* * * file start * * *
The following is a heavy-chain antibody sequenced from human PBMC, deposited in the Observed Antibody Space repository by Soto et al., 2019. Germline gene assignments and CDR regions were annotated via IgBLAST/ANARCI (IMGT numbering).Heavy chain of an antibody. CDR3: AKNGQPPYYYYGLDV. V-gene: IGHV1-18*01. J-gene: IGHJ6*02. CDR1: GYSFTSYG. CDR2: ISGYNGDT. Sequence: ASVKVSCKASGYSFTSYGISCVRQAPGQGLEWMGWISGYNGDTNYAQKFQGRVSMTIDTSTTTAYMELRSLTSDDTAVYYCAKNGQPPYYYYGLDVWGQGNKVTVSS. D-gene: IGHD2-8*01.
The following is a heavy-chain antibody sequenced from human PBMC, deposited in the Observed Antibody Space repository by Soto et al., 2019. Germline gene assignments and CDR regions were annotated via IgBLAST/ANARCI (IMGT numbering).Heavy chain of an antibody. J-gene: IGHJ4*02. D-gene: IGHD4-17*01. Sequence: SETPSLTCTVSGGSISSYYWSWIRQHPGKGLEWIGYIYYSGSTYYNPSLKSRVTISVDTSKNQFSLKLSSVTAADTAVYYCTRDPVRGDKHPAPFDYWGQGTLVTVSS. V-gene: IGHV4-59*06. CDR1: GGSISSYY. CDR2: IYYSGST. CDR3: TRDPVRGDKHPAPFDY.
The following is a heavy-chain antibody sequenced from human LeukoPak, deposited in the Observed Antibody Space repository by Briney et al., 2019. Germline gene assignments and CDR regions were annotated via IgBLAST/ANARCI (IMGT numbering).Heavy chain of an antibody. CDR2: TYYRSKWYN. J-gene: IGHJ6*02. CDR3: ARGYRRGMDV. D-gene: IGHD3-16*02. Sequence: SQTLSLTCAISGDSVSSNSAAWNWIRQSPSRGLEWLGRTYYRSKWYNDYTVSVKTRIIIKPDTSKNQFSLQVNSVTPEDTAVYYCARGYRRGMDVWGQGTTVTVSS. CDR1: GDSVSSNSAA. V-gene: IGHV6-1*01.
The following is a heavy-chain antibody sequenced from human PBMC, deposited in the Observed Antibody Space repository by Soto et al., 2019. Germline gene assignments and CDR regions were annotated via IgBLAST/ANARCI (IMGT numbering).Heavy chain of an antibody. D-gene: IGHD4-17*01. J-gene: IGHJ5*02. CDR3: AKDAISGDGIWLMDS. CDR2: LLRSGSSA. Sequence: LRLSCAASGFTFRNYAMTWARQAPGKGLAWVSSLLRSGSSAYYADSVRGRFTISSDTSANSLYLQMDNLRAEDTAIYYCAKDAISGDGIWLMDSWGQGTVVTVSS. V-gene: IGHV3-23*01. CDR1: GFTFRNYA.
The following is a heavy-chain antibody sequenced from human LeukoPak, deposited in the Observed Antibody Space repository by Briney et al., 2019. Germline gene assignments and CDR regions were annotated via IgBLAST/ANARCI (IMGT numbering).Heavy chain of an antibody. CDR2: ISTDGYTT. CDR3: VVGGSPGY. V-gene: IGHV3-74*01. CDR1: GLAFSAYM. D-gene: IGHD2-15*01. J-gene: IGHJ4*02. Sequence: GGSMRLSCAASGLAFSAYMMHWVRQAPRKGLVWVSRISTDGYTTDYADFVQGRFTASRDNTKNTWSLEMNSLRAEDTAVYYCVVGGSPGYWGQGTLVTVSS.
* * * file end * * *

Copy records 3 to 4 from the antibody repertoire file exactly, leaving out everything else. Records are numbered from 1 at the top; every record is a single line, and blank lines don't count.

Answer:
The following is a heavy-chain antibody sequenced from human LeukoPak, deposited in the Observed Antibody Space repository by Briney et al., 2019. Germline gene assignments and CDR regions were annotated via IgBLAST/ANARCI (IMGT numbering).Heavy chain of an antibody. CDR2: TYYRSKWYN. J-gene: IGHJ6*02. CDR3: ARGYRRGMDV. D-gene: IGHD3-16*02. Sequence: SQTLSLTCAISGDSVSSNSAAWNWIRQSPSRGLEWLGRTYYRSKWYNDYTVSVKTRIIIKPDTSKNQFSLQVNSVTPEDTAVYYCARGYRRGMDVWGQGTTVTVSS. CDR1: GDSVSSNSAA. V-gene: IGHV6-1*01.
The following is a heavy-chain antibody sequenced from human PBMC, deposited in the Observed Antibody Space repository by Soto et al., 2019. Germline gene assignments and CDR regions were annotated via IgBLAST/ANARCI (IMGT numbering).Heavy chain of an antibody. D-gene: IGHD4-17*01. J-gene: IGHJ5*02. CDR3: AKDAISGDGIWLMDS. CDR2: LLRSGSSA. Sequence: LRLSCAASGFTFRNYAMTWARQAPGKGLAWVSSLLRSGSSAYYADSVRGRFTISSDTSANSLYLQMDNLRAEDTAIYYCAKDAISGDGIWLMDSWGQGTVVTVSS. V-gene: IGHV3-23*01. CDR1: GFTFRNYA.